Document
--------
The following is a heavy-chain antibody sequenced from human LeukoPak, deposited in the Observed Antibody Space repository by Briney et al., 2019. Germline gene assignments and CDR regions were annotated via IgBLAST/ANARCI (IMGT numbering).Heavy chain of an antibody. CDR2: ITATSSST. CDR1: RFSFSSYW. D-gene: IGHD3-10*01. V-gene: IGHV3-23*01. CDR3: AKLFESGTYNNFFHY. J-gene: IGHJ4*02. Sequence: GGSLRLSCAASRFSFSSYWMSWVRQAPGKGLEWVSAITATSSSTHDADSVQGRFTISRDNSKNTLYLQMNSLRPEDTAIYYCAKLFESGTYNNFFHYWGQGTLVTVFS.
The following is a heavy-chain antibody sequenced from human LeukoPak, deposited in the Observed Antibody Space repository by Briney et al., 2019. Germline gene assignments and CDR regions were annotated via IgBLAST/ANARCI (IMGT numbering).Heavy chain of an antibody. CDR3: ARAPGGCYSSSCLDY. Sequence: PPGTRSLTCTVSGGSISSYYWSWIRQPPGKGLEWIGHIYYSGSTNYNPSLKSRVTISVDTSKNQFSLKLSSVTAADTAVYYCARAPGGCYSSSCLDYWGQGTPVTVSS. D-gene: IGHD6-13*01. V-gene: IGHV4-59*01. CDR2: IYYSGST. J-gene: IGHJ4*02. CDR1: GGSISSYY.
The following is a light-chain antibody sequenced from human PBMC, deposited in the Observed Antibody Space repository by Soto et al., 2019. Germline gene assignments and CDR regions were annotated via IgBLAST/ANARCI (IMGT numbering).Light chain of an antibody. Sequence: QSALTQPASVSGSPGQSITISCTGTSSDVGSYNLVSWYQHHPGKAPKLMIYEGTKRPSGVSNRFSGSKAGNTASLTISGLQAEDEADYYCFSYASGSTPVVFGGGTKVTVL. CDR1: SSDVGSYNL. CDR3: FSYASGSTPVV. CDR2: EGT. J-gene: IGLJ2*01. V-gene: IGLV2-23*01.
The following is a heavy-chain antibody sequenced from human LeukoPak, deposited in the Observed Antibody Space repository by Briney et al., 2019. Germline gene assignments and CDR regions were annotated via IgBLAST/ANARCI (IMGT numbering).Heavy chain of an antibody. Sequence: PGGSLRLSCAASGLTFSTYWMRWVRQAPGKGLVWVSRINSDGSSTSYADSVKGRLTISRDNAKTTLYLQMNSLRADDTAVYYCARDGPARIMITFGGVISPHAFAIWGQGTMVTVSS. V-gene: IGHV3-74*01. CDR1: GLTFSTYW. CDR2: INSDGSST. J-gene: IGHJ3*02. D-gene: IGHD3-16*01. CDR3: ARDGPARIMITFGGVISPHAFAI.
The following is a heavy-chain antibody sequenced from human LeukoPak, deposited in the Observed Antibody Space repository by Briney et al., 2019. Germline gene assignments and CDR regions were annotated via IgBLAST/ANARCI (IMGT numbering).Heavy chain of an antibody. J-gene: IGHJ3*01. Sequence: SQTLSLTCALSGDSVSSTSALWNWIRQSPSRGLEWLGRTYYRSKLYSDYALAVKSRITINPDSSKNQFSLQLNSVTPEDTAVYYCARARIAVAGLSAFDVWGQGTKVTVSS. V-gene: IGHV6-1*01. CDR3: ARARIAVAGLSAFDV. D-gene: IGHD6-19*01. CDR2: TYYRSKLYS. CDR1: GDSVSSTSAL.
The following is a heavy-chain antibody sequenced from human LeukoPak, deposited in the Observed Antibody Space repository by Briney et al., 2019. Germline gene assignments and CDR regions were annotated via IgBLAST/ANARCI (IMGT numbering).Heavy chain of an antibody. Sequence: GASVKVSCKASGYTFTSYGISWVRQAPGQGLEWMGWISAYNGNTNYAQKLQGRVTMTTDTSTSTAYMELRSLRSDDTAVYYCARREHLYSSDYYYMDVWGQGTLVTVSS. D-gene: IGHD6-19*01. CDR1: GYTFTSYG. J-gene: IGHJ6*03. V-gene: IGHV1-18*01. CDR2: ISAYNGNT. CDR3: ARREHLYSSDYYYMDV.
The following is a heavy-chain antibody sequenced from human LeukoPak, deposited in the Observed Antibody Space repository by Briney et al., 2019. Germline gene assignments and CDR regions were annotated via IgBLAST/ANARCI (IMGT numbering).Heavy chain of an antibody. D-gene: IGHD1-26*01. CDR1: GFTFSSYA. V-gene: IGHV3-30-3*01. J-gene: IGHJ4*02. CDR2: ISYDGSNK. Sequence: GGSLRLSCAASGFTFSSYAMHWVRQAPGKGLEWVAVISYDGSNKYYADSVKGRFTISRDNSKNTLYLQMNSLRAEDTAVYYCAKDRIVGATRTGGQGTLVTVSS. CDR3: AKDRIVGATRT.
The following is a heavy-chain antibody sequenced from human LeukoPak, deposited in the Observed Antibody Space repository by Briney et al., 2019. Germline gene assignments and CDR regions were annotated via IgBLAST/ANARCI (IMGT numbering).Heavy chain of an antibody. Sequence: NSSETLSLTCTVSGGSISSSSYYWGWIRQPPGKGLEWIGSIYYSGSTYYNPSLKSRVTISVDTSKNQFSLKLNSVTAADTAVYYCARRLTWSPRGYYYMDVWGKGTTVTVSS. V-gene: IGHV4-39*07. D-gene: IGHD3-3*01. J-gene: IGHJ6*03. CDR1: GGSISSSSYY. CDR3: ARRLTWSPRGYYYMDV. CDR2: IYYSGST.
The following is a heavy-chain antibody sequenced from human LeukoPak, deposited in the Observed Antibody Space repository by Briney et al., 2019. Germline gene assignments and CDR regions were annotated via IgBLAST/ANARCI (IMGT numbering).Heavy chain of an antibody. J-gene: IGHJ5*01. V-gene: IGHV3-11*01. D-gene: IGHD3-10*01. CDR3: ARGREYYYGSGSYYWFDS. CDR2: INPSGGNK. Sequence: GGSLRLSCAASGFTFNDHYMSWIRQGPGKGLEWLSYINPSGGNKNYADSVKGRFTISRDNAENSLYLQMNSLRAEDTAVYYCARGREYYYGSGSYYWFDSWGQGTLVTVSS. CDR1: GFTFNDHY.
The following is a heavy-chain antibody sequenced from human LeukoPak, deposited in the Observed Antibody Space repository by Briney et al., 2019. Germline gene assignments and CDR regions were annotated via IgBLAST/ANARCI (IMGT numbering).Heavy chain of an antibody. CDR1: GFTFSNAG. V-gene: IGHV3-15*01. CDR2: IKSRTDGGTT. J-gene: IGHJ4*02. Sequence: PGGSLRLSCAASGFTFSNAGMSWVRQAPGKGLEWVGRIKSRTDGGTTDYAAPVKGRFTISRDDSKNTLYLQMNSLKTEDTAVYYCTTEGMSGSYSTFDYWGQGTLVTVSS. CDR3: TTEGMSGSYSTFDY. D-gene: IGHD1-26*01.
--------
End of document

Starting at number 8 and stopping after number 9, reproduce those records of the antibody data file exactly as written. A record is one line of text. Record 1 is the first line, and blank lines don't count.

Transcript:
The following is a heavy-chain antibody sequenced from human LeukoPak, deposited in the Observed Antibody Space repository by Briney et al., 2019. Germline gene assignments and CDR regions were annotated via IgBLAST/ANARCI (IMGT numbering).Heavy chain of an antibody. Sequence: NSSETLSLTCTVSGGSISSSSYYWGWIRQPPGKGLEWIGSIYYSGSTYYNPSLKSRVTISVDTSKNQFSLKLNSVTAADTAVYYCARRLTWSPRGYYYMDVWGKGTTVTVSS. V-gene: IGHV4-39*07. D-gene: IGHD3-3*01. J-gene: IGHJ6*03. CDR1: GGSISSSSYY. CDR3: ARRLTWSPRGYYYMDV. CDR2: IYYSGST.
The following is a heavy-chain antibody sequenced from human LeukoPak, deposited in the Observed Antibody Space repository by Briney et al., 2019. Germline gene assignments and CDR regions were annotated via IgBLAST/ANARCI (IMGT numbering).Heavy chain of an antibody. J-gene: IGHJ5*01. V-gene: IGHV3-11*01. D-gene: IGHD3-10*01. CDR3: ARGREYYYGSGSYYWFDS. CDR2: INPSGGNK. Sequence: GGSLRLSCAASGFTFNDHYMSWIRQGPGKGLEWLSYINPSGGNKNYADSVKGRFTISRDNAENSLYLQMNSLRAEDTAVYYCARGREYYYGSGSYYWFDSWGQGTLVTVSS. CDR1: GFTFNDHY.